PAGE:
What does this line from a book mean..? [from Sohpie's World] -- About Good & Evil.?
"Good and evil are like a white and a black thread that make up a single strand."
Does it mean that our world needs both good and evil to be sustained or balanced?
- Anonymous1 decade agoFavorite Answer
It's a very Taoist/Eastern sentiment. Consider the yin and yang symbol.
Both light and darkness (or in this case, good and evil) swirl around each other to create the perfect form of the circle. It is significant, though, that neither side is pure. Each has a touch of the other inside of it, implying that purity can only truly be obtained by balancing opposites/complements.
Your quote means very much the same thing.
- 1 decade ago
I believe that evil is referred to as "black", and good as "white" because the author is insinuating that evil is not "bad" but just different than "good". There is no such thing as good and bad. An example is how you could relate good and bad to happy and sad. Some people think it is good to be happy and bad to be sad, however being sad is an integral part of our intelligent lives, and without it we would be boring and unappreciative. Like the saying, "Ignorance is bliss" suggests that not knowing things makes you happy because you can't comprehend very many things. Therefore I don't think the author was trying to say it is necessary to have "evil" in the world, but that it is necessary to have "black", a range, a balance. Cool question by the way!
- ?Lv 71 decade ago
I think it means that good and evil are easy to tell apart: the one is white, the other black in this instance... but they are still both present in a single place, the "strand."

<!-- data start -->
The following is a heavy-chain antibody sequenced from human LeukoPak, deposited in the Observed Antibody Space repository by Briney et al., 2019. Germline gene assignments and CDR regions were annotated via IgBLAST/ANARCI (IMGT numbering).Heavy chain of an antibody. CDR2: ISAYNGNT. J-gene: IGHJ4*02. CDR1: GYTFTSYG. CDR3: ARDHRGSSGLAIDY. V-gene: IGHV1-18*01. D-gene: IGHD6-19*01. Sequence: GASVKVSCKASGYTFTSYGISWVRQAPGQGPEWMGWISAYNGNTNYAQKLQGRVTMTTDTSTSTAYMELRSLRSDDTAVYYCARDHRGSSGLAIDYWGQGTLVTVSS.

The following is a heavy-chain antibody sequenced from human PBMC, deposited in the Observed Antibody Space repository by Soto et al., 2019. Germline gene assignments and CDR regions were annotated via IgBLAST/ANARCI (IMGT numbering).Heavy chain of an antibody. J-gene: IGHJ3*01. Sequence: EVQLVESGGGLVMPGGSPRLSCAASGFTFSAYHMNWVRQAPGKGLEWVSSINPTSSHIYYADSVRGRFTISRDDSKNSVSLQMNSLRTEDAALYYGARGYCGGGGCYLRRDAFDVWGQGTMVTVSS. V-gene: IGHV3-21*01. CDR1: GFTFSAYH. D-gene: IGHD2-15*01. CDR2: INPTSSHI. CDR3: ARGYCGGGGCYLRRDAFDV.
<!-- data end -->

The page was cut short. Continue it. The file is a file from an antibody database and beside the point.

It's like a sunny afternoon... there are also always shadows on such a day.
I'm not at all sure that this line means that good and evil make our world "sustained or balanced," though. I think it simply means that both are there, or rather here, at the same time.
The balance constantly changes in each of our lives, in each action we take, in each day, and on like that. Few people say they take 'sustenance' from evil. At least few that I know... but I don't know many people any more, either.
Good question. I like it. It made me think.
- 1 decade ago
I don't know about the "need" part; To me, it's more the idea that such a paradox does, in fact, exist, and also that good and evil are often times not only indistinguishable (what's good in one context might be considered evil in another) but cannot exist one without the other. Good to see that you are reading Styron--continue to seek out great writers.
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- Anonymous1 decade ago
What we call good and evil are intertwined, so that even the so called best of us are capable of committing the very worst acts."Good" we attribute to putting other people, places, or things first; "evil" can often be attributed to plain old selfishness.Despite some disclaimers we are both human and animal. As parents,physicians,law enforcement and the military are aware we're capable of responding to both the reptilian and civilized parts of our brains. Rage, fear, jealousy, lust, alcohol, drugs, mental illness and many other factors can tip our mental scales to our reptilian or survival mode.Of course the reverse is true. As much as Hitler was blindsided to anything outside of his inhuman quest,he is known to have loved dogs. Sadly, he is said to have tested poison on his personal favorite, Blondi. It appears that what Hitler allegedly "loved" was always tempered by expediency. In my opinion.the evil in the strand only occasionally ( if ever) links to a greater good. Nature at its most peaceful or turbulent is neither good nor bad. Religious explanations aside, I don't think there's some cosmic law calling for human destructiveness. As animals, it seems to be incorporated into our DNA.Source(s): Star! You made me reason, so thank you..
- mguardian_northLv 71 decade ago
That's what it means.
(I personally believe that there is no need for evil at all.)